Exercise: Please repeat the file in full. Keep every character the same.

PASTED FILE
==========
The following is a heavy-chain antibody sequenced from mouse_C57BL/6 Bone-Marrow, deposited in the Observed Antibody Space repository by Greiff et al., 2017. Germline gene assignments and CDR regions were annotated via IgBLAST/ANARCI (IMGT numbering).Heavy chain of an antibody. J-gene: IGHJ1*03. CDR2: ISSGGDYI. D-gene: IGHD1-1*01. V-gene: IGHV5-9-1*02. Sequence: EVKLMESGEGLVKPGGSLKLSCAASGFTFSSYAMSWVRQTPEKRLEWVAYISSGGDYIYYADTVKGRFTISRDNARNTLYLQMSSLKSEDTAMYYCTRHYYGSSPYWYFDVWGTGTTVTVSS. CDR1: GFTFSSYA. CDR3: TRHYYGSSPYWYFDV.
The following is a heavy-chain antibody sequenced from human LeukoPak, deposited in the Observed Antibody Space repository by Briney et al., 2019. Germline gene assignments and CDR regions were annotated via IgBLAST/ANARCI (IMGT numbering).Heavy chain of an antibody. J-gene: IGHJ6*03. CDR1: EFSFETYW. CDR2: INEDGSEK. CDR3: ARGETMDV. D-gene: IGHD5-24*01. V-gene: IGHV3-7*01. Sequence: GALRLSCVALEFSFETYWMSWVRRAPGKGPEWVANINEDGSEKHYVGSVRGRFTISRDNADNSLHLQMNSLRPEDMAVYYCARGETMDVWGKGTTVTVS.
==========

The following is a heavy-chain antibody sequenced from mouse_C57BL/6 Bone-Marrow, deposited in the Observed Antibody Space repository by Greiff et al., 2017. Germline gene assignments and CDR regions were annotated via IgBLAST/ANARCI (IMGT numbering).Heavy chain of an antibody. J-gene: IGHJ1*03. CDR2: ISSGGDYI. D-gene: IGHD1-1*01. V-gene: IGHV5-9-1*02. Sequence: EVKLMESGEGLVKPGGSLKLSCAASGFTFSSYAMSWVRQTPEKRLEWVAYISSGGDYIYYADTVKGRFTISRDNARNTLYLQMSSLKSEDTAMYYCTRHYYGSSPYWYFDVWGTGTTVTVSS. CDR1: GFTFSSYA. CDR3: TRHYYGSSPYWYFDV.
The following is a heavy-chain antibody sequenced from human LeukoPak, deposited in the Observed Antibody Space repository by Briney et al., 2019. Germline gene assignments and CDR regions were annotated via IgBLAST/ANARCI (IMGT numbering).Heavy chain of an antibody. J-gene: IGHJ6*03. CDR1: EFSFETYW. CDR2: INEDGSEK. CDR3: ARGETMDV. D-gene: IGHD5-24*01. V-gene: IGHV3-7*01. Sequence: GALRLSCVALEFSFETYWMSWVRRAPGKGPEWVANINEDGSEKHYVGSVRGRFTISRDNADNSLHLQMNSLRPEDMAVYYCARGETMDVWGKGTTVTVS.